Nails can provide some evidence of a person's underlying health status. If you notice sudden changes in your nails, it can be a good idea to bring this up with your primary care physician
. He or she can examine your nails in the context of a more general history and physical exam.
Changes in nail texture can be associated with many different things. Brittle nails that crack frequently have been noted with iron deficiency and thyroid or kidney problems. Splitting nails or pitting of the nails themselves are both seen with psoriasis
. Low levels of Vitamin C, folic acid, and certain proteins in the diet are also known to cause nail splitting.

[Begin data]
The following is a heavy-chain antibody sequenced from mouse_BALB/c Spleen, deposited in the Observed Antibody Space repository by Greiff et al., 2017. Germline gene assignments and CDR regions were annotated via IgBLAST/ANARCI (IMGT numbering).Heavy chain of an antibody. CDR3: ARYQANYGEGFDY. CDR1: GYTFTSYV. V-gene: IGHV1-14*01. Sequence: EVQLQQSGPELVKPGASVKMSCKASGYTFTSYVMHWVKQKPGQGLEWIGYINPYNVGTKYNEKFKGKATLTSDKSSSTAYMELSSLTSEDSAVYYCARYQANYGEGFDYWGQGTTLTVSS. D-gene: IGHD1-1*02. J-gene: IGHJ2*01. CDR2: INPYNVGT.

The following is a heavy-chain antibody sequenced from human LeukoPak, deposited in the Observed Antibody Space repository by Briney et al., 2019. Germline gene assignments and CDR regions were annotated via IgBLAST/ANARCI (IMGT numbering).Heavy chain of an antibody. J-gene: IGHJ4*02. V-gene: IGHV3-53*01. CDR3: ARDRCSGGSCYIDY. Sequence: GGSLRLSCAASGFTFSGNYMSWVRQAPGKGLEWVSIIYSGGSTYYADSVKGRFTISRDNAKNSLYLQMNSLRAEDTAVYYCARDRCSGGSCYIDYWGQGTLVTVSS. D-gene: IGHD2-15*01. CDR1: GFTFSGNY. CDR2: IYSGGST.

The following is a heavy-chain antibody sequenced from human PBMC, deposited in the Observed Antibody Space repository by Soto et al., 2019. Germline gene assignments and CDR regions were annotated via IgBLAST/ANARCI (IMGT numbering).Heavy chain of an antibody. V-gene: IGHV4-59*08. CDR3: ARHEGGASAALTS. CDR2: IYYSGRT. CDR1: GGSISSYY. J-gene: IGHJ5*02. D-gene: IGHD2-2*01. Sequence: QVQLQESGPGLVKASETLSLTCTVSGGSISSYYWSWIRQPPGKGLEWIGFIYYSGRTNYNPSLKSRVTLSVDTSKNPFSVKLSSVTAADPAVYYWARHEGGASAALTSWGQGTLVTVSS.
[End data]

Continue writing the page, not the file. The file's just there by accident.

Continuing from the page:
Changes in nail shape can also give some information about underlying health. Nails that grow in a spoon shape can be associated with a deficiency of either iron or vitamin B12.
Finally, changes in nail color can also be significant. White lines in the nail can be seen in patients with live problems, while whitish spots in the nail itself are most often caused by local trauma or injury
to the nail bed. A gradual yellowing of the nail can be associated with many things, including liver or kidney disease or chronic infections.
Overall, nails can provide an early and often very subtle clue about changes in one's health. If you notice new or sudden changes in the health of your nails, this can be discussed with a physician who can put these symptoms into context with the rest of your health history and physical exam.